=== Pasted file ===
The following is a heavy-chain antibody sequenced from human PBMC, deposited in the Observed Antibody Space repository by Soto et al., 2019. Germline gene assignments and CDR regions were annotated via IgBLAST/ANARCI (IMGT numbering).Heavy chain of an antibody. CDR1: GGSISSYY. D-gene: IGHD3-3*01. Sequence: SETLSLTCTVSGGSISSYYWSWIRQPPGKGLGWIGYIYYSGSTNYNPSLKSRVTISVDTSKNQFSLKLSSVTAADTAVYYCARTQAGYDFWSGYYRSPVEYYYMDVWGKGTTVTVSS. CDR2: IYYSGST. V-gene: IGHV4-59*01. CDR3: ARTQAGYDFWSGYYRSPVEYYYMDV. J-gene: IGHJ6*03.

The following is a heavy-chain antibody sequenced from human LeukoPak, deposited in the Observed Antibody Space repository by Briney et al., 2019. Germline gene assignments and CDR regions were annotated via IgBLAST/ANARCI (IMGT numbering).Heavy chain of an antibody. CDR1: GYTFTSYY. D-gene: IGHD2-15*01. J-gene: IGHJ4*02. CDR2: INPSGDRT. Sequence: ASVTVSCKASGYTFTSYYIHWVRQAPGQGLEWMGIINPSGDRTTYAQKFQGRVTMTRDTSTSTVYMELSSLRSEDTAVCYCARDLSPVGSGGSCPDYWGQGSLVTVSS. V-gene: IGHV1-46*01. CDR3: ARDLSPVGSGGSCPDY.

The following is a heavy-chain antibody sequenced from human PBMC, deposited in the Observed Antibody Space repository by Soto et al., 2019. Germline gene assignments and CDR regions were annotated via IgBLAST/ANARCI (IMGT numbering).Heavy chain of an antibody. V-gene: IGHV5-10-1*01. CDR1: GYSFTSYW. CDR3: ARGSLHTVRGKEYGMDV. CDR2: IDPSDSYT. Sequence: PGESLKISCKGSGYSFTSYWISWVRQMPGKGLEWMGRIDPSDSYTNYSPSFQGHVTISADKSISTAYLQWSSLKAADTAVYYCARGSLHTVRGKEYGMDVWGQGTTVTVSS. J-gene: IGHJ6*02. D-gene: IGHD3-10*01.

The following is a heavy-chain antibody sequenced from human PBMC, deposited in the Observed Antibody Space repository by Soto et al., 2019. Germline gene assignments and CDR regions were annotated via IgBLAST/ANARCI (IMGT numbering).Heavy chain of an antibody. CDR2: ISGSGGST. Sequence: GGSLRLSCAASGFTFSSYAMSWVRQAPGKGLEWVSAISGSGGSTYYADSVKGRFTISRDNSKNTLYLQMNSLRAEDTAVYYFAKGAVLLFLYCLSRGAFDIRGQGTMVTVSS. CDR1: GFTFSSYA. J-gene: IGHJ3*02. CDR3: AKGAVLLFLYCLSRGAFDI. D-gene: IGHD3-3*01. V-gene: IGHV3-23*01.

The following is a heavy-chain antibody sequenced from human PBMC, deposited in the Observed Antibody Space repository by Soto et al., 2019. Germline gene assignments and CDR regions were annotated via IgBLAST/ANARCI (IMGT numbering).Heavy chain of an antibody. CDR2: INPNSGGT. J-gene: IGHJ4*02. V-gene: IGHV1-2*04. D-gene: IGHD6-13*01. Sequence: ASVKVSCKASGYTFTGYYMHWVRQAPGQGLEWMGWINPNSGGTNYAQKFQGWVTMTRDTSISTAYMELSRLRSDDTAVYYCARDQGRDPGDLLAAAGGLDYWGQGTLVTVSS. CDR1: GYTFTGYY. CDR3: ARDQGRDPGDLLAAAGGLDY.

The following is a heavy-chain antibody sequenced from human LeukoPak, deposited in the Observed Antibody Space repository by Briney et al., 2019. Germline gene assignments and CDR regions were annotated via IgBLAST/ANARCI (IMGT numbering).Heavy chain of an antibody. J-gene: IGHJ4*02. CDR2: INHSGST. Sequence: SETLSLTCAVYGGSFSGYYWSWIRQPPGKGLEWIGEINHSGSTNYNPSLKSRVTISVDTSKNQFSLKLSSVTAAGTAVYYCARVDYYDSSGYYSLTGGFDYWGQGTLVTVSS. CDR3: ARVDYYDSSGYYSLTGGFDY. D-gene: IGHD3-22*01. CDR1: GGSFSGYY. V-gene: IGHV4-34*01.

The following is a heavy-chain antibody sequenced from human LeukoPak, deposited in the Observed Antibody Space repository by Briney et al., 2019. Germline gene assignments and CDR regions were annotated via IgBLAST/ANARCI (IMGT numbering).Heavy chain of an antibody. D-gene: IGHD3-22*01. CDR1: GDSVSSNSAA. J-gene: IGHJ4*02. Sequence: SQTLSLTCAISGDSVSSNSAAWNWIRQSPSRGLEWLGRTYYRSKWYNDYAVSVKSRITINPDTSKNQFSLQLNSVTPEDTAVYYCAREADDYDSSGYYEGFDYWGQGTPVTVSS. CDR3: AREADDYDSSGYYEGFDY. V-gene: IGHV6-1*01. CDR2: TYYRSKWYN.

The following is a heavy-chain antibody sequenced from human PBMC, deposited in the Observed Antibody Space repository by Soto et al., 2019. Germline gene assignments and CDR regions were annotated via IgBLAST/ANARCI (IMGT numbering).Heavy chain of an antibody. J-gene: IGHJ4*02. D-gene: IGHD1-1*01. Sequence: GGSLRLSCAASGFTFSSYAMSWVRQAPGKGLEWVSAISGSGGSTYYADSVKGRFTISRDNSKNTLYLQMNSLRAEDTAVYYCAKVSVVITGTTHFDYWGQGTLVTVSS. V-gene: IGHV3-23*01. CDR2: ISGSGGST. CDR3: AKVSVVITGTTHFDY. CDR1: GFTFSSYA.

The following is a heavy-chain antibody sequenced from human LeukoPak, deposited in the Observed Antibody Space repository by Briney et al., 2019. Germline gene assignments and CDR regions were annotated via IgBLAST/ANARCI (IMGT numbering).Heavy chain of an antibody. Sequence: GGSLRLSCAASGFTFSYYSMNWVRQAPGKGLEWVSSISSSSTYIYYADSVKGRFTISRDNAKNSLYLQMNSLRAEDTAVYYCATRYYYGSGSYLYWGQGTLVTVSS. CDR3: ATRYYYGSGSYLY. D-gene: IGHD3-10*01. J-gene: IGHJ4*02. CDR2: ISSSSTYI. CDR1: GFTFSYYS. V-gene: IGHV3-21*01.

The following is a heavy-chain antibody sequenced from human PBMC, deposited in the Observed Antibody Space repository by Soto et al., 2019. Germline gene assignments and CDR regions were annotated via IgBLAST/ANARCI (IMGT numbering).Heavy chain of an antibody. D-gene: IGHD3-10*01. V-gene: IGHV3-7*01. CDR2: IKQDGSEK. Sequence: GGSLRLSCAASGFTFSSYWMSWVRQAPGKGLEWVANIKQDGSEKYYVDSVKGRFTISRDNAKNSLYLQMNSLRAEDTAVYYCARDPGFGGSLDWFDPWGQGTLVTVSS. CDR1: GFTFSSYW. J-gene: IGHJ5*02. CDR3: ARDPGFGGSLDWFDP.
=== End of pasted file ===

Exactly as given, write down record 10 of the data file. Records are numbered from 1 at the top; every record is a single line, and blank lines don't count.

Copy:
The following is a heavy-chain antibody sequenced from human PBMC, deposited in the Observed Antibody Space repository by Soto et al., 2019. Germline gene assignments and CDR regions were annotated via IgBLAST/ANARCI (IMGT numbering).Heavy chain of an antibody. D-gene: IGHD3-10*01. V-gene: IGHV3-7*01. CDR2: IKQDGSEK. Sequence: GGSLRLSCAASGFTFSSYWMSWVRQAPGKGLEWVANIKQDGSEKYYVDSVKGRFTISRDNAKNSLYLQMNSLRAEDTAVYYCARDPGFGGSLDWFDPWGQGTLVTVSS. CDR1: GFTFSSYW. J-gene: IGHJ5*02. CDR3: ARDPGFGGSLDWFDP.